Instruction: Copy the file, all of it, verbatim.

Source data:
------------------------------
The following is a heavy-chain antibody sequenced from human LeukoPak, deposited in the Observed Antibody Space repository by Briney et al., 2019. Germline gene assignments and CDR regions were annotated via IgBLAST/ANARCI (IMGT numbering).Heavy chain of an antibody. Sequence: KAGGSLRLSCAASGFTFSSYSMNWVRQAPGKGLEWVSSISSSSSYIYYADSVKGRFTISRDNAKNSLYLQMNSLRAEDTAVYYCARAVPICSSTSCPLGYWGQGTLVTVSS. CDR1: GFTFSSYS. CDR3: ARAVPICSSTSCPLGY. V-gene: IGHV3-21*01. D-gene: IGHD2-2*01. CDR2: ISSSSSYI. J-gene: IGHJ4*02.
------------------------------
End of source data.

The following is a heavy-chain antibody sequenced from human LeukoPak, deposited in the Observed Antibody Space repository by Briney et al., 2019. Germline gene assignments and CDR regions were annotated via IgBLAST/ANARCI (IMGT numbering).Heavy chain of an antibody. Sequence: KAGGSLRLSCAASGFTFSSYSMNWVRQAPGKGLEWVSSISSSSSYIYYADSVKGRFTISRDNAKNSLYLQMNSLRAEDTAVYYCARAVPICSSTSCPLGYWGQGTLVTVSS. CDR1: GFTFSSYS. CDR3: ARAVPICSSTSCPLGY. V-gene: IGHV3-21*01. D-gene: IGHD2-2*01. CDR2: ISSSSSYI. J-gene: IGHJ4*02.